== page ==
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Judgement reviewed by – Anurag Das

 

 

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Madhya Pradesh High Court stressed on establishing substantial question of law for admitting a second appeal

CASE TITLE- Vishnu Singh S/O Jagdish Singh Vs Kamal Singh and Ors.

CASE NUMBER- Second Appeal No. 76 of 2021

DATED ON- 18.06.2024

QUORUM- Honourable Justice Avanindra Kumar Singh

FACTS OF THE CASE

The plaintiff filed a suit against the defendants for declaration of title regarding the suit property situated in village Sukakhedi, total land measuring 9.962 hectares in full part and on 6.985 hectares for declaring the title on 1/2 part along with declaring that sale-deed as null and void and injucting plaintiffs by permanent injuction to interfere in the possession and use of suit land by plaintiff. On an appeal by the plaintiff, learned Second Additional District Judge dismissed the appeal.

LEGAL PROVISIONS

Section 63 of Hindu Succession Act, 1956

Section 100 of the Code of Civil Procedure, 1908

CONTENTIONS OF THE APPELLANT

The appellant contented that, there was a Will dated in favour of the plaintiff. Santribai, wife of late Nepal Singh had willed the suit property to him as she was issueless but defendants partitioned the suitland on false ground and obtained a revenue order in favour of Indira Bai.

CONTENTIONS OF THE RESPONDENT

The defendant contented that late Nepal Singh, husband of Santribai had purchased the suit land from joint family income in his name, therefore, Santribai and Indirabai, both were entitled.

COURT’S ANALYSIS AND JUDGEMENT

The court analyzed that, plaintiff witness No.2 Gulzar Singh as per Section 63 of Hindu Succession Act has not stated that Santribai had signed the Will before him therefore, the execution of the Will was proved is incorrect.  Even otherwise, plaintiff Vishnu Singh admitted that Nepal Singh did not have any other extra income besides agricultural income and regarding the statement that land was purchased from the gold and jewellery received from father and mother of Santribai, there were no pleadings of the plaintiff in the suit, therefore, evidence without pleading cannot be accepted. Moreover, the suit should have been filed within three years but the suit was filed after the limitation time bar. The court held that no substantial question of law arises on which this second appeal can be admitted and the appeal got dismissed.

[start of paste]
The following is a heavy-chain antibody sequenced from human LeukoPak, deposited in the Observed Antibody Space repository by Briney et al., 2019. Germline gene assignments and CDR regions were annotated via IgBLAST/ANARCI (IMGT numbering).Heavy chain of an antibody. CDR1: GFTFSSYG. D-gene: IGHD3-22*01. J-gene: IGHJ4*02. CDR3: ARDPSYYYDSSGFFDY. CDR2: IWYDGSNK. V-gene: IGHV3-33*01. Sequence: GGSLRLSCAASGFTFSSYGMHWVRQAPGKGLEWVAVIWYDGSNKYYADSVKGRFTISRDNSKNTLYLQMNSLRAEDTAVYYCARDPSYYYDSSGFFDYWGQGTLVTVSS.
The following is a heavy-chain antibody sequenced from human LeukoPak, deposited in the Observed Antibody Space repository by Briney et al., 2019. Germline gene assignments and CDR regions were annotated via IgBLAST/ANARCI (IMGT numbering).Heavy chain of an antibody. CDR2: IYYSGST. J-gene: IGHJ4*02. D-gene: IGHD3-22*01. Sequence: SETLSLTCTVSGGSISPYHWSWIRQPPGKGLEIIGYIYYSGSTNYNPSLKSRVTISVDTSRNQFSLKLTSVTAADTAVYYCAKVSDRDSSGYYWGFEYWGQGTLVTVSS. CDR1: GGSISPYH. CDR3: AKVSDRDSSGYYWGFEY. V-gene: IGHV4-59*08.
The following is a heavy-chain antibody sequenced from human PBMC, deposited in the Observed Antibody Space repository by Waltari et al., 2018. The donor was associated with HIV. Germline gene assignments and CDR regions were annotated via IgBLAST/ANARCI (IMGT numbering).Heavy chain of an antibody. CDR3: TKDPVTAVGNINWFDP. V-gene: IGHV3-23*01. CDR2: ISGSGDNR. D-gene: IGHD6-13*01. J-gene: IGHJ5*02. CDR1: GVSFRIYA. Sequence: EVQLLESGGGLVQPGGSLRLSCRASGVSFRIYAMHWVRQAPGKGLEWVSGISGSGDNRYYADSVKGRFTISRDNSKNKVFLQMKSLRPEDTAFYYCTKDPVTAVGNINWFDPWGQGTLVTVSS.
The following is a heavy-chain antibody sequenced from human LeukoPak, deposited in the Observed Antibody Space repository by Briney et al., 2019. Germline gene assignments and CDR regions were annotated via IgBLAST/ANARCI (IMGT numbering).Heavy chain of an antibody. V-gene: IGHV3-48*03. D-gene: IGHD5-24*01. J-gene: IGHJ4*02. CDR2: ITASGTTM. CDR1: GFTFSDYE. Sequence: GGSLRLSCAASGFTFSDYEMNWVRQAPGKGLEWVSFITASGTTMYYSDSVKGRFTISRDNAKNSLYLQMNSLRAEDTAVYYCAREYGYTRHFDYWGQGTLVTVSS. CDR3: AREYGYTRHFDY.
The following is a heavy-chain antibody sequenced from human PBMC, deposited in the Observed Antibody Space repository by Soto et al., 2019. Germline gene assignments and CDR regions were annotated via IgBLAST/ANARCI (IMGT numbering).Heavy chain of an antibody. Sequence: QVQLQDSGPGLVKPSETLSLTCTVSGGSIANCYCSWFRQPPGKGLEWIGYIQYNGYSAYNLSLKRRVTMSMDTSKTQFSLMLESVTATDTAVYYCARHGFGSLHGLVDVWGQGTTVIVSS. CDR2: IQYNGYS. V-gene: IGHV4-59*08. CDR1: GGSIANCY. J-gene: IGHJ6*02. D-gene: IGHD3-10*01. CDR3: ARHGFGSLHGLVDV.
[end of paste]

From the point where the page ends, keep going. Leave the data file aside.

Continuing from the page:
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Judgement Reviewed By- Shreyasi Ghatak

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Mere Mention in Suicide Note Insufficient for Abetment Charge: Supreme Court.

Vikas Chandra v. State of Uttar Pradesh & Anr.

Case No.: Criminal Appeal No.__________ of 2024 (Arising out of SLP (Crl.) No.1196/2018).

Date: February 22, 2024.

Court: Supreme Court of India.

Quorum: Hon’ble J. C.T. Ravikumar, J. Rajesh Bindal.

Facts of the Case:

The case concerns the death by suicide of Brijesh Chandra, father of the appellant Vikas Chandra. Brijesh Chandra was a retired military man working as a security guard at Mandi Samiti, Puwaya. The respondent Ram Babu Sharma was the Secretary of the Mandi Samiti at the time.

According to the complaint filed by Vikas Chandra, his father’s salary from March 2004 to August 2004 and September 2004 onwards was not paid. On October 12, 2004, when Brijesh Chandra requested the release of his salary, Ram Babu Sharma allegedly told him: “I will see that how will you get your salary and who will help you in getting your salary, I will bring out your military-man-ship and either you die or your children, but I do not care, get out of here, why you do not take poison”.

On October 23, 2004, Brijesh Chandra committed suicide by consuming poison in the office of Sub-Mandi, Alhaganj, where he was working at the time. He left a suicide note allegedly attributing responsibility for his suicide to Ram Babu Sharma.